|S N E A K P R E V I E W|
SCO Tarantella Offers New Twist On an Old Thin-Client Dance
January 24, 2000
By Mark Andrew Seltzer
Application deployment in a network environment is always a chore. The fundamental design of Microsoft Corp.'s Windows makes it difficult to install applications on a server and deliver them to desktop computers. Automated software-distribution systems hold some promise, but add significant complexity. And even if the installation process can be automated, new versions of software often require hardware upgrades if they are to maintain acceptable performance. It's no wonder that thin-client computing environments such as Windows NT Terminal Server and Citrix Systems' MetaFrame have enjoyed explosive popularity, but this approach has a down side, too, since a proprietary client-side application is still needed on each desktop PC. There must be a better way--and its name may be Tarantella Enterprise II.
Tarantella offers a new twist on thin-client computing, and it packs extraordinary Web-based functionality. Developed by SCO, Tarantella lets users access and run applications hosted on Windows NT Terminal Server, Unix X Window servers and legacy mainframes with little more than a Java-enabled Web browser. Tarantella Enterprise II runs in conjunction with a Web server on a variety of Unix platforms, including IBM Corp.'s AIX, Hewlett-Packard Co.'s HP-UX, SCO UnixWare and Sun Microsystems' Solaris. SCO says it plans to release a Windows NT version next year; additional versions for other Unix variations are scheduled to be released by the time you read this.
The Tarantella client is browser-based, which means it can be used on almost any platform that supports a Java-based Web browser, including Netscape Communications Corp.'s Navigator or Microsoft Internet Explorer.
In Network Computing's Real-World Labs® at Syracuse University, I installed a prerelease copy of Tarantella Enterprise II and Windows Connectivity Pack on a Sun SPARC5 Server with 512 MB of memory. While a variety of Web servers are supported, including Netscape, I installed them with version 1.3.9 of the Apache Web server. The installation of the Beta 2 release went smoothly, though I had to change many settings within the Web server to make it work properly with Tarantella. Most notably, the Apache server's default port configuration (8080) did not work correctly with the beta version of Tarantella, which appeared to append the port number to the end of all images and links on the site, causing dead links (for example, server.org:8080: 8080). Once I changed to the standard Port 80, Tarantella worked fine.
I tested Tarantella as a broker for both Windows and Unix applications. Through the Control Center, I added application icons that let me access Windows applications on an NT Terminal Server host using Microsoft's RDP (Remote Desktop Protocol). It supports RDP, so users need not install Citrix's MetaFrame on the NT server, though Tarantella does support Citrix's ICA protocol. Applications can be displayed either in the Webtop widowed mode (within the browser window) or in full-screen mode. I also tested a variety of X-based Unix applications using the X-11 protocol, including simple Xterms and a Solaris version of Navigator. All applications performed well in our test configuration.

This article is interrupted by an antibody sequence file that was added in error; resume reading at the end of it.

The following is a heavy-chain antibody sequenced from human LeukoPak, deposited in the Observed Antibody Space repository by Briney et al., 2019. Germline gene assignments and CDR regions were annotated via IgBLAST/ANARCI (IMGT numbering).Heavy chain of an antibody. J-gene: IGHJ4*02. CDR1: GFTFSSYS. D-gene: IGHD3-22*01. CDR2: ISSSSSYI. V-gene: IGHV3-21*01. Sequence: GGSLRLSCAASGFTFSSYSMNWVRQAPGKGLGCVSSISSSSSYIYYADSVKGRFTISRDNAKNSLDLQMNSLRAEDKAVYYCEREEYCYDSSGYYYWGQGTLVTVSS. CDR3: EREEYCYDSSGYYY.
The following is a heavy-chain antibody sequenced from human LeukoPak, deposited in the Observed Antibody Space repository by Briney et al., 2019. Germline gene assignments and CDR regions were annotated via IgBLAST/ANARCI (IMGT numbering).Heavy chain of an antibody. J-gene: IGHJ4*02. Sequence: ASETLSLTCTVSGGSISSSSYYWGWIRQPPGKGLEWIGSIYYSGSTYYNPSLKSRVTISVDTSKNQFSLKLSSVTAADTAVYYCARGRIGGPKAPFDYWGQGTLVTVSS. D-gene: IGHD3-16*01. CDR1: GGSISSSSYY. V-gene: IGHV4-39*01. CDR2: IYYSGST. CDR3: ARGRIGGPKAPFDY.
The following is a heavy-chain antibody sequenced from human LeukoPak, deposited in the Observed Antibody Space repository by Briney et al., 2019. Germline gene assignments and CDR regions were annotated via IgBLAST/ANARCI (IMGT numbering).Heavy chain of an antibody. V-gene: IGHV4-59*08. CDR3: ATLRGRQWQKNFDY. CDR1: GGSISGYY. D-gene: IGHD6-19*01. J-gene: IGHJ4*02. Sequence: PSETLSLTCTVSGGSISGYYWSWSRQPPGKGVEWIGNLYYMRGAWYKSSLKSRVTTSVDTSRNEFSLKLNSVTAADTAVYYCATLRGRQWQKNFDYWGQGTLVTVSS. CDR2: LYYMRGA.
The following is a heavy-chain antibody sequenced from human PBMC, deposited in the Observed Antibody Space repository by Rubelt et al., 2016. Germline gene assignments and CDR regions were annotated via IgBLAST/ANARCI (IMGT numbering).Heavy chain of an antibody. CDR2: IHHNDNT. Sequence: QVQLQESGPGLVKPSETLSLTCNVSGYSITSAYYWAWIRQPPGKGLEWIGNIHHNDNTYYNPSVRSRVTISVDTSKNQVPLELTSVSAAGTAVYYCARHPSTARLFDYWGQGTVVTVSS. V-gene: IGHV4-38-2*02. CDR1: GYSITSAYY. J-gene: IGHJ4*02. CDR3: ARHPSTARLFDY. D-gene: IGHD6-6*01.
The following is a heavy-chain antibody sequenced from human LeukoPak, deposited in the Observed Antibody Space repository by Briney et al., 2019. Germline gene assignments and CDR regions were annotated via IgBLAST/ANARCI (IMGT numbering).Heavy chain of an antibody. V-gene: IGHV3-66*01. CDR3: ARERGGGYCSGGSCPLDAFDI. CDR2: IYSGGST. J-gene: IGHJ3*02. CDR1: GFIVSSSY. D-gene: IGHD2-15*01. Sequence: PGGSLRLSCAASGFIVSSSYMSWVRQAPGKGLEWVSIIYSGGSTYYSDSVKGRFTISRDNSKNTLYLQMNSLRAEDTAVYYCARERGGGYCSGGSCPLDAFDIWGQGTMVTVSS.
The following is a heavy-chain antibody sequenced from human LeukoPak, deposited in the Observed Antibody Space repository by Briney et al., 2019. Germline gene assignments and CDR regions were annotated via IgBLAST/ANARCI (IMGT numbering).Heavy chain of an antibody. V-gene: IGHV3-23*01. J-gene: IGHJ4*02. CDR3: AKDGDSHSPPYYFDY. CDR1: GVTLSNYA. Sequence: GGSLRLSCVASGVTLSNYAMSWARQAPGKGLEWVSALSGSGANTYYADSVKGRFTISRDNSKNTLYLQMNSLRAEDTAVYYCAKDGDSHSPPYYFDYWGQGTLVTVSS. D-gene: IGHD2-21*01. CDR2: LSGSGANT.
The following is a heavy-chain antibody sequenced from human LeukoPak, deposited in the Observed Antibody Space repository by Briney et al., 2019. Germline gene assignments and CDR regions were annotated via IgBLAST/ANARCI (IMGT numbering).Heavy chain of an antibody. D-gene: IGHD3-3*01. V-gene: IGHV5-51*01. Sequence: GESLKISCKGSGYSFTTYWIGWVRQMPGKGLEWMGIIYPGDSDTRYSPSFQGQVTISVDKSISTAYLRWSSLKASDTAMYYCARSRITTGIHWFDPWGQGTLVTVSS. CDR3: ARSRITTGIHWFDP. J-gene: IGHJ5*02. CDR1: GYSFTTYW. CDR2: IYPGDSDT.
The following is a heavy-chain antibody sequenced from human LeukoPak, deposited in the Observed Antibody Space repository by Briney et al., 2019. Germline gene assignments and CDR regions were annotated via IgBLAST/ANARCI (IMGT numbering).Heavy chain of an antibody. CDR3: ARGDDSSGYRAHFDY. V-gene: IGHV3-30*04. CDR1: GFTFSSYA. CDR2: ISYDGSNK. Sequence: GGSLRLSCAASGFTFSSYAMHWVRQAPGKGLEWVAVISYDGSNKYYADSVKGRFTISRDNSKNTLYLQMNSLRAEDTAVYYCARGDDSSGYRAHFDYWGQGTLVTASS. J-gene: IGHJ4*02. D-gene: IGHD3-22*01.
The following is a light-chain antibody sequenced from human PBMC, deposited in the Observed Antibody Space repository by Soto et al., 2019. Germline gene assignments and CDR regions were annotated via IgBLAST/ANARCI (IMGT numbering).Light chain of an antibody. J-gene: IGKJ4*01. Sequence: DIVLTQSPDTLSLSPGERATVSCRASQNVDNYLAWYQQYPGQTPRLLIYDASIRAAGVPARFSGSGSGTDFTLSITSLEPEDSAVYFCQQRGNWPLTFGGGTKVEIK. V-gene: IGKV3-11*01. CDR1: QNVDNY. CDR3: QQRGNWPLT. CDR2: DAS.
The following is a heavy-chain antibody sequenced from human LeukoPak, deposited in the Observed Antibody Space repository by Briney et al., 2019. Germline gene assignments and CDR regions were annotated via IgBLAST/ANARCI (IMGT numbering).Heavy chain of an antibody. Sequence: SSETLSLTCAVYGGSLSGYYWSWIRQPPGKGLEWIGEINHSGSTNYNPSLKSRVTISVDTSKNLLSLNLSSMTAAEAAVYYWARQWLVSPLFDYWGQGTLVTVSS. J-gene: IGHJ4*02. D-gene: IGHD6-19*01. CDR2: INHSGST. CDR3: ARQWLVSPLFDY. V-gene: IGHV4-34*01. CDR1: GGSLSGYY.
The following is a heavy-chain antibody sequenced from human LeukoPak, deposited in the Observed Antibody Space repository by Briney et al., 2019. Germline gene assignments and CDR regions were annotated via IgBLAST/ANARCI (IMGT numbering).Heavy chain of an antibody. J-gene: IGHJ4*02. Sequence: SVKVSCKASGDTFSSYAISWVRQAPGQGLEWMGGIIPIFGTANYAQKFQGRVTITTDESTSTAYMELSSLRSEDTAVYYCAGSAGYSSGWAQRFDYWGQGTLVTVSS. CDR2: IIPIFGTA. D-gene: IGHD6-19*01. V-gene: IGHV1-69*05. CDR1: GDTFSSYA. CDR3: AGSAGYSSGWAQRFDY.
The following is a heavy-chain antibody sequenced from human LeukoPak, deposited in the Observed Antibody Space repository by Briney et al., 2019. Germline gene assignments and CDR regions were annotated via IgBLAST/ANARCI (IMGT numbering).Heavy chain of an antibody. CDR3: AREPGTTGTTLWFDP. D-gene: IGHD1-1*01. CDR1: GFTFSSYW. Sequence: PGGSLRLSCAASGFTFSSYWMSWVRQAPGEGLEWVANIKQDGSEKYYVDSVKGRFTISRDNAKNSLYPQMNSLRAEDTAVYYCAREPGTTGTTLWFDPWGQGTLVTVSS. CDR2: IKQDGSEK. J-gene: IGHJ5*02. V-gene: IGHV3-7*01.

SCO built Tarantella to allow for scalability and load-balancing of Tarantella servers. When multiple Tarantella servers are on a network, they can be tied together for load-balancing. The Tarantella servers appear to the user as one system and allow for single-point administration and single-point logins. If one Tarantella server goes off the network, users are automatically routed to another.
Tarantella technology was designed to be used primarily in a LAN environment, but I tried connecting over a 26,400-bps modem. Performance was sluggish, but tolerable for text-based and word-processing applications that don't require the screen to be redrawn. Tarantella also ships with a security pack to implement SSL when connecting to Tarantella over dial-up or insecure Internet connections.
SCO offers two Windows-based "native clients," which run on the desktop PC as an alternative to its Java-based version. SCO includes a 16-bit version for Windows 3.1 and a 32-bit version for Windows 9x and NT. The native client runs without the presence of a Java-enabled Web browser. SCO says this client is useful on underpowered legacy Windows machines, which are incapable of running a Java-enabled Web browser.
SCO stresses the importance of running its software on a separate operating system from a Windows NT server because NT is more likely to crash or blue screen when it is presented with third-party (non-Microsoft) services such as Tarantella. Tarantella avoids this by running its application on a Unix platform that can be completely separate and isolated from the Windows Terminal Server.
Another impressive feature of Tarantella is "follow-me" printing, which lets printer output be directed to the correct printer according to the node to which you are connected. If a user is connected from home, Tarantella is able to print to his or her home printer, but at the workplace, it will print to the specified network printer on the user's LAN.
Mark Andrew Seltzer is a Syracuse, N.Y.-based freelance writer. Send your comments on this article to him at Mark@Seltzer.org.